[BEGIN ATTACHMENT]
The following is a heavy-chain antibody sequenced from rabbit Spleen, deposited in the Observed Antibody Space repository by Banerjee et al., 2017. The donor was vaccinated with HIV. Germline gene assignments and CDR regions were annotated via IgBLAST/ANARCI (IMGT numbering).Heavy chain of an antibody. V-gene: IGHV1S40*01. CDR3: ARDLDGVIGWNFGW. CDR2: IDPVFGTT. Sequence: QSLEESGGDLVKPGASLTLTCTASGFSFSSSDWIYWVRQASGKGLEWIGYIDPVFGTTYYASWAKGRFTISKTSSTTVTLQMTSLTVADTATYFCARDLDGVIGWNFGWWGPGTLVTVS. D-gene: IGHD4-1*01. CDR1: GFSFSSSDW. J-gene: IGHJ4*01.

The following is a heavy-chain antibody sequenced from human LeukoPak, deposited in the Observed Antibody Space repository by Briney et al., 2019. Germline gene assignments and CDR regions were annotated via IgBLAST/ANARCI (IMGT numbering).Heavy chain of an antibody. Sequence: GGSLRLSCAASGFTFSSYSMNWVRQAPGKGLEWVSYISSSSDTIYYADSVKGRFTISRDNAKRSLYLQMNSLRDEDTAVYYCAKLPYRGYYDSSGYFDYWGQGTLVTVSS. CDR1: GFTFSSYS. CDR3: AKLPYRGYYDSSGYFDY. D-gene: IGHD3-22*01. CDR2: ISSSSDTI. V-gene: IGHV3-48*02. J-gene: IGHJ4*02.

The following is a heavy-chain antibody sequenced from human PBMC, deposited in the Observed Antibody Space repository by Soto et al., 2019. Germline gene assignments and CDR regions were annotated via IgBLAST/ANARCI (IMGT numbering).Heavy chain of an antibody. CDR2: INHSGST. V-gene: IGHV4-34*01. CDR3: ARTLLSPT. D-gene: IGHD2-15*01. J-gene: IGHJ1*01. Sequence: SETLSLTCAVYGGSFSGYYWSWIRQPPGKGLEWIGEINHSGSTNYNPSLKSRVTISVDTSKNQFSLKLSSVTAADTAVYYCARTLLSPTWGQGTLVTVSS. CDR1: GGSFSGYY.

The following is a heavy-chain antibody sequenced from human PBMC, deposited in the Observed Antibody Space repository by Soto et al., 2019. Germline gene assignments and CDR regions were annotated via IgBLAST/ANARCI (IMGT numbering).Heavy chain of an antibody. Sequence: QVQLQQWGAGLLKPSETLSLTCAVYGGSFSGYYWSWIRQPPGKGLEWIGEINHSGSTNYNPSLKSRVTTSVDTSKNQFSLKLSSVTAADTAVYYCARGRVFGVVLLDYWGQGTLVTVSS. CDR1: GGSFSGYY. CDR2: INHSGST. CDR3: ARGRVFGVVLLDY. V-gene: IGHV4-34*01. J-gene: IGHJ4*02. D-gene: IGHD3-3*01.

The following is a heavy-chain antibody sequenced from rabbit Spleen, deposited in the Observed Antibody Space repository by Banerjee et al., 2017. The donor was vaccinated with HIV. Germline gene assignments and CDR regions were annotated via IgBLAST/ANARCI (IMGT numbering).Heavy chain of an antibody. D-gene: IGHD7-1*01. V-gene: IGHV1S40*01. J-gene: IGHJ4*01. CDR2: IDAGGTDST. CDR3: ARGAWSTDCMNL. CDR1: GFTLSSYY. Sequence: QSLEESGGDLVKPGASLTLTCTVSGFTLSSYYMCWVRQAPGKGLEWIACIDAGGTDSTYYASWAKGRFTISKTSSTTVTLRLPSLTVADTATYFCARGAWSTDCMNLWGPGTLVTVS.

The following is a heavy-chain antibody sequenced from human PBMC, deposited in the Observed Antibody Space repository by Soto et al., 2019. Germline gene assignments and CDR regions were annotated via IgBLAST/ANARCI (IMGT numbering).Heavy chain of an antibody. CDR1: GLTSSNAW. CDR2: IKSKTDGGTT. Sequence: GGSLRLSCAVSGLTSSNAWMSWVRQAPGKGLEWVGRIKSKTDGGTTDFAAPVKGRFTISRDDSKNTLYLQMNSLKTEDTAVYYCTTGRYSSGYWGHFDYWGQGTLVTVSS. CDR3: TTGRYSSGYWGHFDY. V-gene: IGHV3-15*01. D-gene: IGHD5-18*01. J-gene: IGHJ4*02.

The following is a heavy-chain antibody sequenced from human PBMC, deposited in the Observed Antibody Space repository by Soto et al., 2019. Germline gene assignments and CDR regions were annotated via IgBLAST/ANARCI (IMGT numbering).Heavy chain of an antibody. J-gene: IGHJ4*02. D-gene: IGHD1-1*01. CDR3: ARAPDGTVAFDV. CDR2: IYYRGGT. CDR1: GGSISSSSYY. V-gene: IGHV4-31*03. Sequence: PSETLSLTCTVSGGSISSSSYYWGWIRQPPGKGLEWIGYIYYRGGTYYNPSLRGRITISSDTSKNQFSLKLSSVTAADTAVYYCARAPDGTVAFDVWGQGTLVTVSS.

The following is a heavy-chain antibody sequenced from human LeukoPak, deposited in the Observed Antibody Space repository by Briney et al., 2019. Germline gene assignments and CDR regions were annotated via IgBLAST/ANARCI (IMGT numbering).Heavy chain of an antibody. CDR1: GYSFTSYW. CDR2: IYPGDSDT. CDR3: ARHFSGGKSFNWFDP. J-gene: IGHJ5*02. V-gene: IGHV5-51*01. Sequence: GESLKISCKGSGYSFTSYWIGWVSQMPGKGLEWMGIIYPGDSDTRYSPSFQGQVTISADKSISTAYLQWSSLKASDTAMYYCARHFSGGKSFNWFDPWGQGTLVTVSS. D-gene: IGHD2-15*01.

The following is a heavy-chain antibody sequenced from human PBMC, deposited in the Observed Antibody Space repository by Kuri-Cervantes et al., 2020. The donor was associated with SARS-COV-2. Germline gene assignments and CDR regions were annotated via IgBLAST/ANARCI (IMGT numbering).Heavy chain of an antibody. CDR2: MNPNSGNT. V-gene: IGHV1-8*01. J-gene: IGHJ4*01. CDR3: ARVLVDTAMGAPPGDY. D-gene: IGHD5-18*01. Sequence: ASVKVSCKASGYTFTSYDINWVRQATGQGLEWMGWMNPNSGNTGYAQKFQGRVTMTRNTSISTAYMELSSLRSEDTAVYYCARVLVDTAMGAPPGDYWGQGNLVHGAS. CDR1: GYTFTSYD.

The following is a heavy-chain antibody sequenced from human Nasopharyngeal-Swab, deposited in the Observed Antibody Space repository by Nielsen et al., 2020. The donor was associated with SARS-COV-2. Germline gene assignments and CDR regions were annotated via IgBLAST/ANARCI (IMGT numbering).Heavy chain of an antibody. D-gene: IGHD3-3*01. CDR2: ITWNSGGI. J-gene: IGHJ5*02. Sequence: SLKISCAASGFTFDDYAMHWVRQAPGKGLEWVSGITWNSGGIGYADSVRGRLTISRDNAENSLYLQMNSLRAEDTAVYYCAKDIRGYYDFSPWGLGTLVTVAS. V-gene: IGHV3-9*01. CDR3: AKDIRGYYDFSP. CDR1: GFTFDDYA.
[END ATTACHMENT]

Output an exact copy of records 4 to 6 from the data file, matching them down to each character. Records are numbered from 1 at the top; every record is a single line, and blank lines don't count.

The following is a heavy-chain antibody sequenced from human PBMC, deposited in the Observed Antibody Space repository by Soto et al., 2019. Germline gene assignments and CDR regions were annotated via IgBLAST/ANARCI (IMGT numbering).Heavy chain of an antibody. Sequence: QVQLQQWGAGLLKPSETLSLTCAVYGGSFSGYYWSWIRQPPGKGLEWIGEINHSGSTNYNPSLKSRVTTSVDTSKNQFSLKLSSVTAADTAVYYCARGRVFGVVLLDYWGQGTLVTVSS. CDR1: GGSFSGYY. CDR2: INHSGST. CDR3: ARGRVFGVVLLDY. V-gene: IGHV4-34*01. J-gene: IGHJ4*02. D-gene: IGHD3-3*01.

The following is a heavy-chain antibody sequenced from rabbit Spleen, deposited in the Observed Antibody Space repository by Banerjee et al., 2017. The donor was vaccinated with HIV. Germline gene assignments and CDR regions were annotated via IgBLAST/ANARCI (IMGT numbering).Heavy chain of an antibody. D-gene: IGHD7-1*01. V-gene: IGHV1S40*01. J-gene: IGHJ4*01. CDR2: IDAGGTDST. CDR3: ARGAWSTDCMNL. CDR1: GFTLSSYY. Sequence: QSLEESGGDLVKPGASLTLTCTVSGFTLSSYYMCWVRQAPGKGLEWIACIDAGGTDSTYYASWAKGRFTISKTSSTTVTLRLPSLTVADTATYFCARGAWSTDCMNLWGPGTLVTVS.

The following is a heavy-chain antibody sequenced from human PBMC, deposited in the Observed Antibody Space repository by Soto et al., 2019. Germline gene assignments and CDR regions were annotated via IgBLAST/ANARCI (IMGT numbering).Heavy chain of an antibody. CDR1: GLTSSNAW. CDR2: IKSKTDGGTT. Sequence: GGSLRLSCAVSGLTSSNAWMSWVRQAPGKGLEWVGRIKSKTDGGTTDFAAPVKGRFTISRDDSKNTLYLQMNSLKTEDTAVYYCTTGRYSSGYWGHFDYWGQGTLVTVSS. CDR3: TTGRYSSGYWGHFDY. V-gene: IGHV3-15*01. D-gene: IGHD5-18*01. J-gene: IGHJ4*02.